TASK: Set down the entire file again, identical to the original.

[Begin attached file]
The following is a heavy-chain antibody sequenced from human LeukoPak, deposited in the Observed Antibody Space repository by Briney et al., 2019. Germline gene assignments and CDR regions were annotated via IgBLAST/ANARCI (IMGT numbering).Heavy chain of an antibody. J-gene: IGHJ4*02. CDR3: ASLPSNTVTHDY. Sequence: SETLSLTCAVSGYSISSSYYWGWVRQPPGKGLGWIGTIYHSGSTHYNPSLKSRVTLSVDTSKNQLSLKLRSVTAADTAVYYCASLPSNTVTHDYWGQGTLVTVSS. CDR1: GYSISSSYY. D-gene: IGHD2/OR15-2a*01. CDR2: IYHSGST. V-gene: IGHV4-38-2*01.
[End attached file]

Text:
The following is a heavy-chain antibody sequenced from human LeukoPak, deposited in the Observed Antibody Space repository by Briney et al., 2019. Germline gene assignments and CDR regions were annotated via IgBLAST/ANARCI (IMGT numbering).Heavy chain of an antibody. J-gene: IGHJ4*02. CDR3: ASLPSNTVTHDY. Sequence: SETLSLTCAVSGYSISSSYYWGWVRQPPGKGLGWIGTIYHSGSTHYNPSLKSRVTLSVDTSKNQLSLKLRSVTAADTAVYYCASLPSNTVTHDYWGQGTLVTVSS. CDR1: GYSISSSYY. D-gene: IGHD2/OR15-2a*01. CDR2: IYHSGST. V-gene: IGHV4-38-2*01.